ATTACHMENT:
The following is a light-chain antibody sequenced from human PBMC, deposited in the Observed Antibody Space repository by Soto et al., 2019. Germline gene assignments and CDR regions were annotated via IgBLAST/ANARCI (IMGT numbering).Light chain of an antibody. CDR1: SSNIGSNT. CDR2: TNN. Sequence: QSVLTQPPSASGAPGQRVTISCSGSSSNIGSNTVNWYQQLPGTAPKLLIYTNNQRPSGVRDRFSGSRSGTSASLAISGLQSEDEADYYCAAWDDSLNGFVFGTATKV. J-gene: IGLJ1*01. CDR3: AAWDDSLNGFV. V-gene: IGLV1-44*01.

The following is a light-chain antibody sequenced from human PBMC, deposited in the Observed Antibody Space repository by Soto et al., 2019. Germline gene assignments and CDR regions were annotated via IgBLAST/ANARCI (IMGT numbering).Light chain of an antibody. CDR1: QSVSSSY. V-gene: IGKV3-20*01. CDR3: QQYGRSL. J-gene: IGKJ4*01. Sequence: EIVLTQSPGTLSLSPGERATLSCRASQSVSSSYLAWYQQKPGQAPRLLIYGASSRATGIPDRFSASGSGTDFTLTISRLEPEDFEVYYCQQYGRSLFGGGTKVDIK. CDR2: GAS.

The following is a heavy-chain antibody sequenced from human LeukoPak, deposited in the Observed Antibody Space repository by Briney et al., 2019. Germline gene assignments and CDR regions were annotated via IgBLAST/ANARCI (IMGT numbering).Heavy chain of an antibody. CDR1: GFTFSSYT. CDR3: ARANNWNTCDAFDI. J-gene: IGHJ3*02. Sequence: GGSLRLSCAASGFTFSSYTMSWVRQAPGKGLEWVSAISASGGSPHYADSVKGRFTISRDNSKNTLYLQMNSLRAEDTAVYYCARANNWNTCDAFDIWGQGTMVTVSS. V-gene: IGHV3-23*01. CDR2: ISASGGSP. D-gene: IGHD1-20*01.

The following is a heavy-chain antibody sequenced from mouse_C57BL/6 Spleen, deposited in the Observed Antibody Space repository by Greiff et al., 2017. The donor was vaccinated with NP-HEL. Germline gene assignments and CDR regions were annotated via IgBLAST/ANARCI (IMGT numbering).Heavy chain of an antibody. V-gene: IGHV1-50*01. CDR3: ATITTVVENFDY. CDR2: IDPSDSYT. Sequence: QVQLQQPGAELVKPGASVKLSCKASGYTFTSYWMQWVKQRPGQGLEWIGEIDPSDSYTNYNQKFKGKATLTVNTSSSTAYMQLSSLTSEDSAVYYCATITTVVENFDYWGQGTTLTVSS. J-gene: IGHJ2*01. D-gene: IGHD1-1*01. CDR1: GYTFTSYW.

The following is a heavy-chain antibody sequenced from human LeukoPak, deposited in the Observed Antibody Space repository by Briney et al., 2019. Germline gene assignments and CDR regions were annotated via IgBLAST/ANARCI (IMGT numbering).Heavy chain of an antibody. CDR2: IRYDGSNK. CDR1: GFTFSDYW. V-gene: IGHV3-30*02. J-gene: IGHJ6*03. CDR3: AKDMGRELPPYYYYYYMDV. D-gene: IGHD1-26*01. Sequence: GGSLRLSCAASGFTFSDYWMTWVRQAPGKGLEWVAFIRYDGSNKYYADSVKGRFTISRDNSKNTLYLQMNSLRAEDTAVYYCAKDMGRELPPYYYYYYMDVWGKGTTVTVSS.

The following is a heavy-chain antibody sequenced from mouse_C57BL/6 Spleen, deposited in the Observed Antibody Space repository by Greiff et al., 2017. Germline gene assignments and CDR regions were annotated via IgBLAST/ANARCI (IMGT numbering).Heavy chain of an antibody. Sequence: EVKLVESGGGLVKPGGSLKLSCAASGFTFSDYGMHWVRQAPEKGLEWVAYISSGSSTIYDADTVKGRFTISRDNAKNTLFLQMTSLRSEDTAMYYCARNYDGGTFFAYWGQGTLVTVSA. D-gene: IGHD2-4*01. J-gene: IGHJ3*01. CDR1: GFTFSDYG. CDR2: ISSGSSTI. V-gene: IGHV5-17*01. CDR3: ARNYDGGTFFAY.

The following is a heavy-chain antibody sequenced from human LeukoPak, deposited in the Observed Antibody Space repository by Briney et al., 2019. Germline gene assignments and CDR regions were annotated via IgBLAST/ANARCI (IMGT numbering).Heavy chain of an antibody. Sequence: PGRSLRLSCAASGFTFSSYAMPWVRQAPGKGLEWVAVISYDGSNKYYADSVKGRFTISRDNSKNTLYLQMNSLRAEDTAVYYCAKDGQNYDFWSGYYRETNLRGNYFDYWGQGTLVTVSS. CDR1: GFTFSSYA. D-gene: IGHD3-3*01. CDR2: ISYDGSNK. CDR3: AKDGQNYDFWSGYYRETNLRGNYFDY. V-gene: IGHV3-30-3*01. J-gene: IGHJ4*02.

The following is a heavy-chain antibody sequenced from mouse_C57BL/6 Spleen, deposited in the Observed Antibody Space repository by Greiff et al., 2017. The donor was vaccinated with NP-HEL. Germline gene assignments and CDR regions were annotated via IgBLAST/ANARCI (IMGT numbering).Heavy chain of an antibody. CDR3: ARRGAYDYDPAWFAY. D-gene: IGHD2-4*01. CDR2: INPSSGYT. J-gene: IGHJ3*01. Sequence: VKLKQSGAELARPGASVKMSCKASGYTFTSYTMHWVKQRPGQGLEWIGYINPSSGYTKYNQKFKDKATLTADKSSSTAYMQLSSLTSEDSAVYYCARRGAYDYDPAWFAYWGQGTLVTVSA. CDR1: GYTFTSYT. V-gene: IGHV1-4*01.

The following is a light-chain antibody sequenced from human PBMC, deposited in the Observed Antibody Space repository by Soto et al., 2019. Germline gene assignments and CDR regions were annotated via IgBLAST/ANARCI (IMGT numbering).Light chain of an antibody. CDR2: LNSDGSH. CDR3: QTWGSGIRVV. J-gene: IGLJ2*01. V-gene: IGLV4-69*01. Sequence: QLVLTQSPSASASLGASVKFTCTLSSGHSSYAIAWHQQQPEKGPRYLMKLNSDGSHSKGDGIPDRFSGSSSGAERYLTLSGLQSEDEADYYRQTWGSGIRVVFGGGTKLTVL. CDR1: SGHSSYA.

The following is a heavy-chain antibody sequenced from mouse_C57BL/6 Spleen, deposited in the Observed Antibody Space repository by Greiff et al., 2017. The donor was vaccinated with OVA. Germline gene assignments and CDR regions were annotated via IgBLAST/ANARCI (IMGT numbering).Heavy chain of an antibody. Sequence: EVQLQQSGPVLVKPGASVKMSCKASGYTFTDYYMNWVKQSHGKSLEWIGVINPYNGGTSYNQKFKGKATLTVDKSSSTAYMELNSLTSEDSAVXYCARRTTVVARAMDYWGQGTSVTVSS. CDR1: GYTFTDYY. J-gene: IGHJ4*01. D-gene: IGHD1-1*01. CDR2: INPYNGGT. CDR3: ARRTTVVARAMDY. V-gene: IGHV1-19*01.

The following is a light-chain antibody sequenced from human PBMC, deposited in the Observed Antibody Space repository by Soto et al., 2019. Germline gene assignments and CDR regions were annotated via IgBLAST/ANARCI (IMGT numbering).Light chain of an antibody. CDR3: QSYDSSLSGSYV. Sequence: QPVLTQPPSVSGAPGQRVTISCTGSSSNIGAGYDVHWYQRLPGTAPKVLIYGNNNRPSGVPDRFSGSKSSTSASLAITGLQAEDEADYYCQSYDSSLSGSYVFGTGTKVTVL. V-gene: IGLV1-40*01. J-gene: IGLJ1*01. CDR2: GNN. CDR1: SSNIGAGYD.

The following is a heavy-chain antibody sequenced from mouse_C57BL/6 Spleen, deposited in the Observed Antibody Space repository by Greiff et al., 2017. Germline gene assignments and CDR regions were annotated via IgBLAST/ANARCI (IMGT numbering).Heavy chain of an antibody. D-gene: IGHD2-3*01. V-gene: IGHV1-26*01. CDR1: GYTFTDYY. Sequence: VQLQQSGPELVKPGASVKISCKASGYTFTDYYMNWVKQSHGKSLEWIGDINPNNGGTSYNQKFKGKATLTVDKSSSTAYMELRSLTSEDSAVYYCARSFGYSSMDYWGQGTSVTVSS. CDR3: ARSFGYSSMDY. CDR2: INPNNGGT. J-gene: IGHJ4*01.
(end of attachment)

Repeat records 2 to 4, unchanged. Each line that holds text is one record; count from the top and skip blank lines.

The following is a light-chain antibody sequenced from human PBMC, deposited in the Observed Antibody Space repository by Soto et al., 2019. Germline gene assignments and CDR regions were annotated via IgBLAST/ANARCI (IMGT numbering).Light chain of an antibody. CDR1: QSVSSSY. V-gene: IGKV3-20*01. CDR3: QQYGRSL. J-gene: IGKJ4*01. Sequence: EIVLTQSPGTLSLSPGERATLSCRASQSVSSSYLAWYQQKPGQAPRLLIYGASSRATGIPDRFSASGSGTDFTLTISRLEPEDFEVYYCQQYGRSLFGGGTKVDIK. CDR2: GAS.

The following is a heavy-chain antibody sequenced from human LeukoPak, deposited in the Observed Antibody Space repository by Briney et al., 2019. Germline gene assignments and CDR regions were annotated via IgBLAST/ANARCI (IMGT numbering).Heavy chain of an antibody. CDR1: GFTFSSYT. CDR3: ARANNWNTCDAFDI. J-gene: IGHJ3*02. Sequence: GGSLRLSCAASGFTFSSYTMSWVRQAPGKGLEWVSAISASGGSPHYADSVKGRFTISRDNSKNTLYLQMNSLRAEDTAVYYCARANNWNTCDAFDIWGQGTMVTVSS. V-gene: IGHV3-23*01. CDR2: ISASGGSP. D-gene: IGHD1-20*01.

The following is a heavy-chain antibody sequenced from mouse_C57BL/6 Spleen, deposited in the Observed Antibody Space repository by Greiff et al., 2017. The donor was vaccinated with NP-HEL. Germline gene assignments and CDR regions were annotated via IgBLAST/ANARCI (IMGT numbering).Heavy chain of an antibody. V-gene: IGHV1-50*01. CDR3: ATITTVVENFDY. CDR2: IDPSDSYT. Sequence: QVQLQQPGAELVKPGASVKLSCKASGYTFTSYWMQWVKQRPGQGLEWIGEIDPSDSYTNYNQKFKGKATLTVNTSSSTAYMQLSSLTSEDSAVYYCATITTVVENFDYWGQGTTLTVSS. J-gene: IGHJ2*01. D-gene: IGHD1-1*01. CDR1: GYTFTSYW.